Help your young person improve their literacy and numeracy skills
Young people with good literacy and numeracy skills have more career options when they leave school.
A quarter of young people starting secondary school are below the National Standards in literacy and numeracy. Literacy is the ability to read, write and speak, while numeracy is the ability to understand and work with numbers. A young person finishing school without these skills has fewer study, training and job opportunities.
A parent is a young person’s first and most important teacher. Here are some ways to help them develop literacy and numeracy skills at home.
Make learning fun
Reading, writing and maths can be fun activities at home and not only subjects to learn at school. Young people learn best when they're enjoying themselves.
- If your young person finds interesting reading material they’ll be more likely to read.
- If they discover a topic they find interesting they’ll be more likely to write.
- If they find a puzzle or game they enjoy they’ll be more likely to practise maths.
Draw, talk, count and read
Young people usually discover a favourite way of learning. However, it’s important for them to practice a range of literacy and numeracy skills.
- To combine literacy and numeracy learning, ask them to talk about what they're learning in maths.
- If they like to draw more than they like to read, encourage them to draw pictures of a story they’ve just read.
Apply maths to everyday life
Numeracy can be challenging to learn. Talk to your young person’s maths teacher about what they’re learning about in class. Then show your young person how they can apply this to daily life through activities such as:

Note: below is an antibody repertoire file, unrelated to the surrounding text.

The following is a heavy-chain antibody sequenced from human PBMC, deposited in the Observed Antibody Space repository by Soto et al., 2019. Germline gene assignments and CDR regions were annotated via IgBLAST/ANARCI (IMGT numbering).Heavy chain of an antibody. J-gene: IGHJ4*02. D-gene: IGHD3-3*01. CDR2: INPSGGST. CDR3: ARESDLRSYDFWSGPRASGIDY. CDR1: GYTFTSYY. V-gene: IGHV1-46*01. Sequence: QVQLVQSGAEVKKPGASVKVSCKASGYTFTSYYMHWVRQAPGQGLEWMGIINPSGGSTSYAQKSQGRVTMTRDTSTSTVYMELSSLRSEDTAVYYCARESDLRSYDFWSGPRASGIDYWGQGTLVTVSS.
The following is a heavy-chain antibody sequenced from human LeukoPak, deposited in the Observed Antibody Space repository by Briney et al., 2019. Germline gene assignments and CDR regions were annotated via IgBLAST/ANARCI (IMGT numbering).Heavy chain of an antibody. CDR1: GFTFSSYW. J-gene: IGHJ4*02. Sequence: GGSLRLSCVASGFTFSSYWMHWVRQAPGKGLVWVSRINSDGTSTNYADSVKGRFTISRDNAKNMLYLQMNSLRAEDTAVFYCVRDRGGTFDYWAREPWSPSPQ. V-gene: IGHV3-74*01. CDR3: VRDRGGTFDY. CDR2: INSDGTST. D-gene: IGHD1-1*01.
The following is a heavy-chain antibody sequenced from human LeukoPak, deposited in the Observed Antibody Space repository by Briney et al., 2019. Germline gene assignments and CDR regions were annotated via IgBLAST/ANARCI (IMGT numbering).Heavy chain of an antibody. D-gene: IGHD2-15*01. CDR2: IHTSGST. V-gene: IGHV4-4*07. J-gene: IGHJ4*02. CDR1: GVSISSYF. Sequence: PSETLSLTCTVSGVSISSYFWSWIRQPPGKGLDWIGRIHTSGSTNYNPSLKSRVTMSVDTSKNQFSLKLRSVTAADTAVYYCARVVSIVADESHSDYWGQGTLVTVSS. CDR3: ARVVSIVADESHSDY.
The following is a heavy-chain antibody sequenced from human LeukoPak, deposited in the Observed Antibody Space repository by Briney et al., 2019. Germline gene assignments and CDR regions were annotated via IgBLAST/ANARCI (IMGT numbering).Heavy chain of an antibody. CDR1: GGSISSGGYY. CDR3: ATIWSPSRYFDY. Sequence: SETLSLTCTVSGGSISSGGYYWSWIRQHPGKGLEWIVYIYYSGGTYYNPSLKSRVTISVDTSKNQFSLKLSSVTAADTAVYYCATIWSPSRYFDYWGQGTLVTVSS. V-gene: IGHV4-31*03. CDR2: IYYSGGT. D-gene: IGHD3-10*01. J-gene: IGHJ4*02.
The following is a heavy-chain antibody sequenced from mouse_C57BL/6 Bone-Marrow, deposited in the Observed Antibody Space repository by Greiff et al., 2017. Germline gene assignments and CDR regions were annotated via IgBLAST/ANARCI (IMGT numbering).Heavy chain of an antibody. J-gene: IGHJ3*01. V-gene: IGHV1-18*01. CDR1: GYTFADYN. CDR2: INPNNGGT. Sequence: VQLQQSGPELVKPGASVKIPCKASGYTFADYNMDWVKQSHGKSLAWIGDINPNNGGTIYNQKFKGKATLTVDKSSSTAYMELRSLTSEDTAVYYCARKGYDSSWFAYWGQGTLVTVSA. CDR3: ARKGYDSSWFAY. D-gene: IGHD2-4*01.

- baking and preparing meals
- playing board games.
Praise their efforts
Praising your young person for their hard work can be as important as praising them for their natural talent or ability to reach a goal.
Praise can build their confidence to learn new skills.
Find out more
- Ministry of Education website – ideas to help with reading, writing and maths
- Literacy Aotearoa website – information on free literacy tuition
- New Zealand maths – online learning activities
- New Zealand Literacy Association website – information for parents, teachers and literacy educators
- Cribb, J, ‘Literacy rates do not make a good read’, 18 January 2018, (www.stuff.co.nz).
- Lane, C, ‘Literacy skills of young adult New Zealanders’, June 2011, (www.educationcounts.govt.nz).
- Radio New Zealand, ‘What 3 to 7 year olds need to learn – Nathan Mikaere-Wallis’, 8 May 2014, (www.rnz.co.nz).
- Ministry of Education, ‘PIRLS 2016, New Zealand’s Achievement’, December 2017, (www.educationcounts.govt.nz).
- Morin, A, ‘The Power of Praise’, accessed May 2019, (www.understood.org).
- New Zealand Herald, ‘The trouble with NZ’s primary schools’, 2 May 2016, (www.nzherald.co.nz).
- Valentine, K, ‘Numeracy’, accessed May 2019, (www.kiwifamilies.co.nz).
Updated 20 Jun 2019